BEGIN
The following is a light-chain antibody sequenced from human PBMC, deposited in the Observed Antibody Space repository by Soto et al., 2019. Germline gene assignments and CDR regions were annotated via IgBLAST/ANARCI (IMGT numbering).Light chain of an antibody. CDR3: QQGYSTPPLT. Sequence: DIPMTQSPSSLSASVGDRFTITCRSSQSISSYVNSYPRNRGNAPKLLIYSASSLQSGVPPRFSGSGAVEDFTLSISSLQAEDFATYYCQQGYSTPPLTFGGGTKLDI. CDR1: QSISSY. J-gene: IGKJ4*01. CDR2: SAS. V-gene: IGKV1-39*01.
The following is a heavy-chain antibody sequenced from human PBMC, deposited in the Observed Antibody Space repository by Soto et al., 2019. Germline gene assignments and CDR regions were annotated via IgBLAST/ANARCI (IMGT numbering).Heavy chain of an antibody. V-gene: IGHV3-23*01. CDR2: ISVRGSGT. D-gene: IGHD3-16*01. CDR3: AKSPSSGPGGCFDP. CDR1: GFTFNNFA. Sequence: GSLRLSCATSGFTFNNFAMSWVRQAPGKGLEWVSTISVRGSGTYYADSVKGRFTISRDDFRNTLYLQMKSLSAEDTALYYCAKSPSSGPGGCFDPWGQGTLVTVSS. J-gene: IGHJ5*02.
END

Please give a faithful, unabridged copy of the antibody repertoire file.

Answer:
The following is a light-chain antibody sequenced from human PBMC, deposited in the Observed Antibody Space repository by Soto et al., 2019. Germline gene assignments and CDR regions were annotated via IgBLAST/ANARCI (IMGT numbering).Light chain of an antibody. CDR3: QQGYSTPPLT. Sequence: DIPMTQSPSSLSASVGDRFTITCRSSQSISSYVNSYPRNRGNAPKLLIYSASSLQSGVPPRFSGSGAVEDFTLSISSLQAEDFATYYCQQGYSTPPLTFGGGTKLDI. CDR1: QSISSY. J-gene: IGKJ4*01. CDR2: SAS. V-gene: IGKV1-39*01.
The following is a heavy-chain antibody sequenced from human PBMC, deposited in the Observed Antibody Space repository by Soto et al., 2019. Germline gene assignments and CDR regions were annotated via IgBLAST/ANARCI (IMGT numbering).Heavy chain of an antibody. V-gene: IGHV3-23*01. CDR2: ISVRGSGT. D-gene: IGHD3-16*01. CDR3: AKSPSSGPGGCFDP. CDR1: GFTFNNFA. Sequence: GSLRLSCATSGFTFNNFAMSWVRQAPGKGLEWVSTISVRGSGTYYADSVKGRFTISRDDFRNTLYLQMKSLSAEDTALYYCAKSPSSGPGGCFDPWGQGTLVTVSS. J-gene: IGHJ5*02.